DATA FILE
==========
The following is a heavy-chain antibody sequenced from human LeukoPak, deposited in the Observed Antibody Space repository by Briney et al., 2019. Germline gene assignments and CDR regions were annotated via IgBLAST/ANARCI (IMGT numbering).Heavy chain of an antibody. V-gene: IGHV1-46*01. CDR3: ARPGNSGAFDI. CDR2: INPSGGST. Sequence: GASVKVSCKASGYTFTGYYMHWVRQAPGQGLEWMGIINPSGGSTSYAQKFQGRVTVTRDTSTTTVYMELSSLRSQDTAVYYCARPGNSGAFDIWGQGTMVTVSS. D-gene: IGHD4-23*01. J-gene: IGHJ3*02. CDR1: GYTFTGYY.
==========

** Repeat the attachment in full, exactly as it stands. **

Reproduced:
The following is a heavy-chain antibody sequenced from human LeukoPak, deposited in the Observed Antibody Space repository by Briney et al., 2019. Germline gene assignments and CDR regions were annotated via IgBLAST/ANARCI (IMGT numbering).Heavy chain of an antibody. V-gene: IGHV1-46*01. CDR3: ARPGNSGAFDI. CDR2: INPSGGST. Sequence: GASVKVSCKASGYTFTGYYMHWVRQAPGQGLEWMGIINPSGGSTSYAQKFQGRVTVTRDTSTTTVYMELSSLRSQDTAVYYCARPGNSGAFDIWGQGTMVTVSS. D-gene: IGHD4-23*01. J-gene: IGHJ3*02. CDR1: GYTFTGYY.